Ninety years ago in Washington, a wave of anti-immigrant sentiment resulted in horror for Filipinos.

Ninety Years Ago in Washington, a Wave of Anti-Immigrant Sentiment Resulted in Horror for Filipinos

Ninety Years Ago in Washington, a Wave of Anti-Immigrant Sentiment Resulted in Horror for Filipinos

Then, again.
Aug. 4 2017 1:40 PM

The Yakima Terror

Ninety years ago in Washington, a wave of anti-immigrant sentiment resulted in horror for Filipinos.

Friday, Nov. 11, 1927 of the Yakima Morning Herald
The Friday, Nov. 11, 1927, edition of the Yakima Morning Herald.

Yakima Morning Herald

On Wednesday Donald Trump’s White House announced a proposal for new legislation that would cut the number of legal immigrants to the United States in half and offer preferences to English-speaking immigrants. Given Trump’s xenophobic and anti-Hispanic campaign rhetoric on immigration, some wondered whether the new policies were crafted to limit the entry of certain ethnic groups. Trump’s new policy proposal harkens back to a darker time in the United States. Remembering one particularly underexamined episode from this period helps clarify just how frightening a direction such anti-immigrant policies can turn.

In the midst of one of this country’s worst anti-immigrant backlashes in the 1920s, a small portion of Washington state exploded. It was November 1927, and a mob was demanding the immediate deportation of foreign farmworkers. The immigrants were taking away jobs. Worse still, the imported workers were criminals, they said. And despite the efforts of local police, the workers were “bothering” white women on the streets.

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Little is remembered today about the anti-immigrant “deportations” of Filipino workers from the fields of Washington’s Yakima Valley in 1927, but the story is more relevant than it has ever been. The men of the mob believed that since the Filipinos were brown-skinned and Asian, they should not be permitted to approach white women or compete with white men for jobs. The economic and sexual fears of the men were clear and openly expressed.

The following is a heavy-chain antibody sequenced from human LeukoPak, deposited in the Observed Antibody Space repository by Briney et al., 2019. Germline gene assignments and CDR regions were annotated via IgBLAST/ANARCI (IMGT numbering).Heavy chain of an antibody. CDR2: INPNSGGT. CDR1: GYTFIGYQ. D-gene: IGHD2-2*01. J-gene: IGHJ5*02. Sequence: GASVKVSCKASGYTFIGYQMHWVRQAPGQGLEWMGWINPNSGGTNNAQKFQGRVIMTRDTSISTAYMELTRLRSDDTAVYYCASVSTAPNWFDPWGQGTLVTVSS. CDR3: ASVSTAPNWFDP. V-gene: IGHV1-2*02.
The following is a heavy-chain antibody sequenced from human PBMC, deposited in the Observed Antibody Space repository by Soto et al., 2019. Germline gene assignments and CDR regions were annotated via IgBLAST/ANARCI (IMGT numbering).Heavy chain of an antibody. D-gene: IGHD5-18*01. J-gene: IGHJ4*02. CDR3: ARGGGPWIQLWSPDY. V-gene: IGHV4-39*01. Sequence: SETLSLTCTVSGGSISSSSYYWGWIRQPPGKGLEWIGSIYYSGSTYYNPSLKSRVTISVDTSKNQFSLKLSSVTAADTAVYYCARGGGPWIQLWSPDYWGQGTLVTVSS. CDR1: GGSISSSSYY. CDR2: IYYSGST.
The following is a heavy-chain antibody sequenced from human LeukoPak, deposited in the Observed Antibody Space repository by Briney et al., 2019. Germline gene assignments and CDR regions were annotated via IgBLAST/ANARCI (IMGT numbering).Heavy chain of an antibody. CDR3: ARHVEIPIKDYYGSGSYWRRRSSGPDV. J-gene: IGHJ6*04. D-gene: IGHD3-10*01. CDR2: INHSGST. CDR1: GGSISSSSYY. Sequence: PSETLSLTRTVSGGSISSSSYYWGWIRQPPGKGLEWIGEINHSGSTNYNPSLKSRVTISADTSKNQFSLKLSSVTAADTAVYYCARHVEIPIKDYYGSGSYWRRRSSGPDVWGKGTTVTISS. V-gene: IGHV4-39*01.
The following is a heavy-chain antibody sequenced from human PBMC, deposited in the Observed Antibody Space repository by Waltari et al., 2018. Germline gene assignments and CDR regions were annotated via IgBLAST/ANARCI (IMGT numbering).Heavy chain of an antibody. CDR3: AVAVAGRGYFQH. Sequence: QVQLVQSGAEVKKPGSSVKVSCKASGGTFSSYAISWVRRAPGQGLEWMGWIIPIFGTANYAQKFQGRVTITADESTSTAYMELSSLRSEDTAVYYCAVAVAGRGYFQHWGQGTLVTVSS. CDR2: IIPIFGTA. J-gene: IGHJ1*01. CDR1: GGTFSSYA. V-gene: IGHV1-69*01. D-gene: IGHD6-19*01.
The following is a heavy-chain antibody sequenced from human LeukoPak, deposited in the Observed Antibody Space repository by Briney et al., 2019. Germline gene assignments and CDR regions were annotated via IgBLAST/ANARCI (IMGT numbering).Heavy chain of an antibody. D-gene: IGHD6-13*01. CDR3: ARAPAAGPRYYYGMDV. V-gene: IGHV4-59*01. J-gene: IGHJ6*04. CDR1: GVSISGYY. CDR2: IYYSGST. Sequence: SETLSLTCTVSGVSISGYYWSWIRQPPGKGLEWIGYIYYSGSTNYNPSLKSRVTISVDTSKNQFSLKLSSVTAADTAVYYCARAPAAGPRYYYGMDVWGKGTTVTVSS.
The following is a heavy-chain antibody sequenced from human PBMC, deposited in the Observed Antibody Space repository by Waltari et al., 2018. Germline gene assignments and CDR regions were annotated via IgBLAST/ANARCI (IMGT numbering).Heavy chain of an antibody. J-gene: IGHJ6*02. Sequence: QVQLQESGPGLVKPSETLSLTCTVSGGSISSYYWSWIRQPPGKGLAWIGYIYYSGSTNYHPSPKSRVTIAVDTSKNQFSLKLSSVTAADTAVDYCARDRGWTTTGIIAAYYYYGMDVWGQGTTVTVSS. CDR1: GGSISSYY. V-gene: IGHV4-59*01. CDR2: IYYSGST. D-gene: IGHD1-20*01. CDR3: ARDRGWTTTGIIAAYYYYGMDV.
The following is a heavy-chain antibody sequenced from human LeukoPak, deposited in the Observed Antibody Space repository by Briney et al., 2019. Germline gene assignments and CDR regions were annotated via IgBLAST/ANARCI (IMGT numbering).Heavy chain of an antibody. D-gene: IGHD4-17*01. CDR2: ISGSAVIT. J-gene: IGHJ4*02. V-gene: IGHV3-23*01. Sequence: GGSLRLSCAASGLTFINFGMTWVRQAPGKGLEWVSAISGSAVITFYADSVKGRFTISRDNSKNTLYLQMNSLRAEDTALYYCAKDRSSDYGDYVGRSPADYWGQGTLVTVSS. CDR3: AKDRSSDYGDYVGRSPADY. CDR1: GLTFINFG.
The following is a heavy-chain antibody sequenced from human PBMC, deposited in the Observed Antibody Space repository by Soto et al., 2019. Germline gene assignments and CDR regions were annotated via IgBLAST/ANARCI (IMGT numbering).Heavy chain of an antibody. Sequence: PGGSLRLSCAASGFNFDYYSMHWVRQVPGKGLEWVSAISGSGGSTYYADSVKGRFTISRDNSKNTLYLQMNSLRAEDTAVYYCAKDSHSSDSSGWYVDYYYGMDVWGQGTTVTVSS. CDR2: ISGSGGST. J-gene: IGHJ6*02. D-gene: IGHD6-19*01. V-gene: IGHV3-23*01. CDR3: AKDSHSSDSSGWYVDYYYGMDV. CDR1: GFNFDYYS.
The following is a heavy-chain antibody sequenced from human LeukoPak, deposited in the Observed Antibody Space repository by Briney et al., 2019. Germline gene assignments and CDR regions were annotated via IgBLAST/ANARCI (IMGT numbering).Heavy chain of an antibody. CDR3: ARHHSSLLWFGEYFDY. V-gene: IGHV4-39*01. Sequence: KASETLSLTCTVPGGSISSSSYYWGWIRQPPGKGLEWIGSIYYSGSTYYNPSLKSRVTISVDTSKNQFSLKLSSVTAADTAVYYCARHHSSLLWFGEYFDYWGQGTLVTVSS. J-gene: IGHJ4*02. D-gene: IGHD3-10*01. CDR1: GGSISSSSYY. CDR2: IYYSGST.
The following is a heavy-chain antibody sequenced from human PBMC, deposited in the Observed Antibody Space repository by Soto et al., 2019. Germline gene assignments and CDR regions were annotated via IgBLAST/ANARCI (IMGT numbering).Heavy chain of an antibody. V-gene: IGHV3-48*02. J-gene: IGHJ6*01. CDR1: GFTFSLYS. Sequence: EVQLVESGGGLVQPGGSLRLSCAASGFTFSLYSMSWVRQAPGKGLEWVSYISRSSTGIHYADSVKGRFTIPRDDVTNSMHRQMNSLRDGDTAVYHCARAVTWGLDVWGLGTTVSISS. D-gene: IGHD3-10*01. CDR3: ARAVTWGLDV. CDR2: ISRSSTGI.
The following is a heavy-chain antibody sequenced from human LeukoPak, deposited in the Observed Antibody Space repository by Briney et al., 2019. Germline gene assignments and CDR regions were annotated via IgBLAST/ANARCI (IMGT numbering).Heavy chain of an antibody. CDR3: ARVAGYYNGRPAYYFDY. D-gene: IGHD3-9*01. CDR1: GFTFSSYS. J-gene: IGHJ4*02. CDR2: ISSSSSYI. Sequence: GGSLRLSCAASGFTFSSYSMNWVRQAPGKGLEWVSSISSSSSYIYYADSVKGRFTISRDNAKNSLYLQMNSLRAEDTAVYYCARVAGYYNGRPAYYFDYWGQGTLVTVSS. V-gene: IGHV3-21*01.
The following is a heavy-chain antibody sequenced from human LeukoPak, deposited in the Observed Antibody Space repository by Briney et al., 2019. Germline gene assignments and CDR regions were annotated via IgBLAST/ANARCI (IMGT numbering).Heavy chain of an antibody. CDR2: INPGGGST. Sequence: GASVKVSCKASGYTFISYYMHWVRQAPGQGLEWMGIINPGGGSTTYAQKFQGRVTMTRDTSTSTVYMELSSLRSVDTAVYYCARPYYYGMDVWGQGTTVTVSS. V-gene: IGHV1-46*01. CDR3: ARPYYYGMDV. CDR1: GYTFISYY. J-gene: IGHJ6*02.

How did these 1927 deportations, now familiar to only a handful of researchers, end up erased from our history? Certainly the memory of these incidents is inconvenient and shameful, particularly the memory of the violence against the future comrades in arms of American soldiers at Corregidor and Bataan. Importantly, the racism underlying this shameful period of mass deportations is still with us—has never really left us.

The deportations began outside the farm town of Toppenish, when a mob of 30 white men stormed the house of Ellis Peregrino, a local Filipino man married to a white woman. The mob demanded that farmworkers staying at the couple’s home leave the valley by midnight. Other mobs raided Filipino boardinghouses the same night, smashing furniture and beating young men, with the goal of “deporting” all Filipino farmworkers from the valley.

The Filipinos were in fact United States “nationals” able to work legally throughout the country. But the white men saw them as “imported labor.” When Congress passed the Oriental Exclusion Act in 1924, residents of the Philippines were not included in the ban on Asian immigration. As a result, hundreds of young Filipino men were soon traveling to Eastern Washington to fill the increasing need for farm labor. And the men of the mob were not happy.